• Noel Williams

Ecovillage or Timebank?


Before getting into what an ecovillage is, it is important that you familiarize yourself with what a timebank is. Once you understand what a timebank is, you will understand that timebanks are an inherent aspect of ecovillages. The following section will delve a bit deeper into the basic components of an average ecovillage. We phrased the previous sentence as such because like timebanks, no two ecovillages are exactly the same.


What is an Ecovillage?


The name “ecovillage” does an adequate job of describing itself. According to an article by Medium, ecovillages “are essentially designed communities which strive to produce the least possible negative impact on the natural environment through intentional physical design and resident behavior choices.” The “eco” part of the name explains that these communities strive to respect the earth and environment in all they do, and the “village” aspect of the name describes the communal idea behind it all; everyone serves a purpose that helps sustain the whole of the ecovillage.

Generally, ecovillages consist of anywhere from 50-200 people. Some are larger, but many are even smaller.


The Mother of all Ecovillages


The ecovillage in Findhorn, Scotland is widely regarded as the trendsetter for all other global ecovillages. It is now one of the largest in the world, but its beginnings are much humbler. Founded, almost by accident, by Peter and Eileen Caddy in the early 1960s, the Findhorn ecovillage was born when the Caddy’s lost their jobs as keepers of a local 4-star hotel. With unemployment from the government their only source of income, the Caddy’s moved to a caravan park in Findhorn, where their self-sustaining lifestyle began with Peter’s choice to grow vegetables in the sandy soil. Despite the seemingly poor growing conditions, the Caddy’s turned the caravan park into a bustling garden that produced an overwhelming amount of food. What’s more, it brought the Caddy’s and their carpark a lot of attention.

Over the coming years, the original community of six grew continuously. As members were added, new skills were introduced and before long buildings were constructed, an education curriculum was established, and the community began to take shape. Without help from the outside world, the Findhorn ecovillage was able to not only sustain itself in terms of nourishment, shelter, and education, it excelled.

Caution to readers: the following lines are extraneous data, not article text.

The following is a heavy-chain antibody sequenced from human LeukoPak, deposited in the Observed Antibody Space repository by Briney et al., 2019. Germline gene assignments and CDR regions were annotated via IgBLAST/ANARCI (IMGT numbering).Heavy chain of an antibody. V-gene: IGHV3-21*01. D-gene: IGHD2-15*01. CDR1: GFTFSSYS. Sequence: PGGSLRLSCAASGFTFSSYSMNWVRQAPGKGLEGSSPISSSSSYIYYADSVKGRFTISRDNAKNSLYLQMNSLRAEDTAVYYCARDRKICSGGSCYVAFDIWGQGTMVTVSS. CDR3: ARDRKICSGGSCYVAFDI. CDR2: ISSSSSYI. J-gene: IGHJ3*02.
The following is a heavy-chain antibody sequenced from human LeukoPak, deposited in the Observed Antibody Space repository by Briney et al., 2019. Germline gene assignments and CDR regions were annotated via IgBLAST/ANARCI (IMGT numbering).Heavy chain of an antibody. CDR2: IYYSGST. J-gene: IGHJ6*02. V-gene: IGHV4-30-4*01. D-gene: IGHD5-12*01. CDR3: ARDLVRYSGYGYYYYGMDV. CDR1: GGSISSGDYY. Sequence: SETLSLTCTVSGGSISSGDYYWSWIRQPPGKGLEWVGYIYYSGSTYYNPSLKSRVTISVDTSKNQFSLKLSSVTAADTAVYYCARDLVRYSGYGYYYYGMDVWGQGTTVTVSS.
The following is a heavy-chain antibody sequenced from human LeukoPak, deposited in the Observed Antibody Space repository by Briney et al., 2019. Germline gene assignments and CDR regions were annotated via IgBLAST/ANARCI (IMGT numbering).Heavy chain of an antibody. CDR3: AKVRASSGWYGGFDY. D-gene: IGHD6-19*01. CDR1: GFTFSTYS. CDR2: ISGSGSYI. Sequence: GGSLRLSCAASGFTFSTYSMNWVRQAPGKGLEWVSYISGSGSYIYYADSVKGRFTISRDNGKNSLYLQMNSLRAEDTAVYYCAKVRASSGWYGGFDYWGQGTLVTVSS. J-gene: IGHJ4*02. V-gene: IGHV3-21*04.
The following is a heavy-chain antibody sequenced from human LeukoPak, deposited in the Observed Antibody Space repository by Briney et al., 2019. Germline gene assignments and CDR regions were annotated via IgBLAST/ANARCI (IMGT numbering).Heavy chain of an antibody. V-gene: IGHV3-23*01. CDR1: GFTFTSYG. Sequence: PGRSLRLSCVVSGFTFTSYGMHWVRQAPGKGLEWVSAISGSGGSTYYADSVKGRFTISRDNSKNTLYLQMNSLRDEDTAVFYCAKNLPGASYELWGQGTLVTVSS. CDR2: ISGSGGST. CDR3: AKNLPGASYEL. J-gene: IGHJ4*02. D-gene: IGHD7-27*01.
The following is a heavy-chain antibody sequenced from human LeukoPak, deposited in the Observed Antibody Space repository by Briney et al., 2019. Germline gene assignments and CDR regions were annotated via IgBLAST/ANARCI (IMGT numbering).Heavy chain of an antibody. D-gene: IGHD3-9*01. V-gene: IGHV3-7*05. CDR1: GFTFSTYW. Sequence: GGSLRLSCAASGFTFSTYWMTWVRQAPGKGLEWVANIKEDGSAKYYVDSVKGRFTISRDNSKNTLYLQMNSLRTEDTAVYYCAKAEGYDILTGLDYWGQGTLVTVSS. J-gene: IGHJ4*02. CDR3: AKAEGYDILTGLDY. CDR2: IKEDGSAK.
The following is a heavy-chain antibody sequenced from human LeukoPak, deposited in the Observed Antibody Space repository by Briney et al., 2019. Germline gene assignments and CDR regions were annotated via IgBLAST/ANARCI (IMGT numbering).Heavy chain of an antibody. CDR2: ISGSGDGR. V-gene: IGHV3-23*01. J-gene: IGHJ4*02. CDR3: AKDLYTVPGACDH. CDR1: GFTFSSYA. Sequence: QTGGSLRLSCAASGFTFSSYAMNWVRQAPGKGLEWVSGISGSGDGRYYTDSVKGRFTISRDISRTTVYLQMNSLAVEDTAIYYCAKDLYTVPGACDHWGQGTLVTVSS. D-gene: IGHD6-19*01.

Nowadays there are hundreds of community members at the Findhorn ecovillage, each contributing to the village’s success in their own individual way. Though Findhorn’s site does not make mention of a timebank, their belief that “work is love in action” tells you all you need to know. They value the contribution of each community member equally, and each community member can see their contributions actively improving the community within which they live. In many ways, this is exactly what timebanks strive to achieve.


Timebanks in Comparison to Ecovillages


Timebanks are the same as ecovillages in that they both strive to dismantle the highly monetized and socially unequal aspects of modern society. Through equitable human interactions, members of timebanks and ecovillages strive to create a more socially equitable system that values the contributions of everyone equally. Ecovillages often incorporate elements of timebanking, but where timebanks often exist side-by-side modern society, ecovillages often disconnect from modern society and blaze their own trail.

If you view our previous blog post discussing how timebanks benefit society, you will notice that ecovillages also strive for social justice and step in where government is nowhere to be found. In the case of the Caddy’s they were fired from their jobs and forgotten by the UK government save for unemployment benefits that did not put food on the table. Not only were they treated as lesser members of society, there were no resources available to help them.

By starting an ecovillage, the Caddy’s realized that they could create a society all their own, one that valued the contributions of every member in a way that led to a self-sustaining community. These timebanking elements still exist in ecovillages all over the world today. While not every ecovillage keeps track of time credits for individuals, some do. Regardless of whether the system is formalized or not, you will be hard-pressed to find an ecovillage that does not utilize timebanking ideals.


Sources:

  1. About the Findhorn Foundation

  2. What is an Ecovillage? Here Are Some Of The Best International Ecovillages

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